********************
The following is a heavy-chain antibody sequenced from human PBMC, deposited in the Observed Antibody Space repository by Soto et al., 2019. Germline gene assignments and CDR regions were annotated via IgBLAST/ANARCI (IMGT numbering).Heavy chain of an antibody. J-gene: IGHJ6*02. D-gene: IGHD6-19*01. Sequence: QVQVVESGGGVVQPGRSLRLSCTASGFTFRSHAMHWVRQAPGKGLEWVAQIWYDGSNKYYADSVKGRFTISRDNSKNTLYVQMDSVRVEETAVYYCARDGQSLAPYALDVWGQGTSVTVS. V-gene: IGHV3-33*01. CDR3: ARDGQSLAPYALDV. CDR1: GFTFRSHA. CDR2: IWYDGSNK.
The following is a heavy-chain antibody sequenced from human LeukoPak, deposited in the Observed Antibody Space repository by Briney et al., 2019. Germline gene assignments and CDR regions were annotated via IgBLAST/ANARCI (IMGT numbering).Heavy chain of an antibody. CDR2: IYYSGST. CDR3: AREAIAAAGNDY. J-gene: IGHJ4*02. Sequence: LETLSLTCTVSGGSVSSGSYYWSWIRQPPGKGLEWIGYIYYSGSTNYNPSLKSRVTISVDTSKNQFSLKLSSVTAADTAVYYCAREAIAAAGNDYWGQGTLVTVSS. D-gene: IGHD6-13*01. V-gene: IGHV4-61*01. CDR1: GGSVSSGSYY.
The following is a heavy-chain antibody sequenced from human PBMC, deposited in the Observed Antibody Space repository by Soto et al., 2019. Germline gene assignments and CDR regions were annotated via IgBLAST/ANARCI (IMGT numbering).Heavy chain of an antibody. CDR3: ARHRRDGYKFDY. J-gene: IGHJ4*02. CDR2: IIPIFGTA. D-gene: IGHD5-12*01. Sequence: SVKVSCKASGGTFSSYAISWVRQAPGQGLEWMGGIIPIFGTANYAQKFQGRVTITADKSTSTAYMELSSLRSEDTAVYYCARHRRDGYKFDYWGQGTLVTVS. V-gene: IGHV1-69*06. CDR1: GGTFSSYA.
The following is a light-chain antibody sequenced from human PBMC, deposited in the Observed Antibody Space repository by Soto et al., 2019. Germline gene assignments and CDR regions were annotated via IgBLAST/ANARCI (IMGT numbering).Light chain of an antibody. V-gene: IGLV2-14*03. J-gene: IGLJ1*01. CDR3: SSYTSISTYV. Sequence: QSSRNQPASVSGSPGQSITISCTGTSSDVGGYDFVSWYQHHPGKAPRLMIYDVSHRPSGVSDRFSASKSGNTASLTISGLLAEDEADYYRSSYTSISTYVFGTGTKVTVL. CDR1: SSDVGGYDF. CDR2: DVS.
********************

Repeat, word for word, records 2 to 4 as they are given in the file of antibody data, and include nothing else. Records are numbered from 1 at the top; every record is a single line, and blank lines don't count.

The following is a heavy-chain antibody sequenced from human LeukoPak, deposited in the Observed Antibody Space repository by Briney et al., 2019. Germline gene assignments and CDR regions were annotated via IgBLAST/ANARCI (IMGT numbering).Heavy chain of an antibody. CDR2: IYYSGST. CDR3: AREAIAAAGNDY. J-gene: IGHJ4*02. Sequence: LETLSLTCTVSGGSVSSGSYYWSWIRQPPGKGLEWIGYIYYSGSTNYNPSLKSRVTISVDTSKNQFSLKLSSVTAADTAVYYCAREAIAAAGNDYWGQGTLVTVSS. D-gene: IGHD6-13*01. V-gene: IGHV4-61*01. CDR1: GGSVSSGSYY.
The following is a heavy-chain antibody sequenced from human PBMC, deposited in the Observed Antibody Space repository by Soto et al., 2019. Germline gene assignments and CDR regions were annotated via IgBLAST/ANARCI (IMGT numbering).Heavy chain of an antibody. CDR3: ARHRRDGYKFDY. J-gene: IGHJ4*02. CDR2: IIPIFGTA. D-gene: IGHD5-12*01. Sequence: SVKVSCKASGGTFSSYAISWVRQAPGQGLEWMGGIIPIFGTANYAQKFQGRVTITADKSTSTAYMELSSLRSEDTAVYYCARHRRDGYKFDYWGQGTLVTVS. V-gene: IGHV1-69*06. CDR1: GGTFSSYA.
The following is a light-chain antibody sequenced from human PBMC, deposited in the Observed Antibody Space repository by Soto et al., 2019. Germline gene assignments and CDR regions were annotated via IgBLAST/ANARCI (IMGT numbering).Light chain of an antibody. V-gene: IGLV2-14*03. J-gene: IGLJ1*01. CDR3: SSYTSISTYV. Sequence: QSSRNQPASVSGSPGQSITISCTGTSSDVGGYDFVSWYQHHPGKAPRLMIYDVSHRPSGVSDRFSASKSGNTASLTISGLLAEDEADYYRSSYTSISTYVFGTGTKVTVL. CDR1: SSDVGGYDF. CDR2: DVS.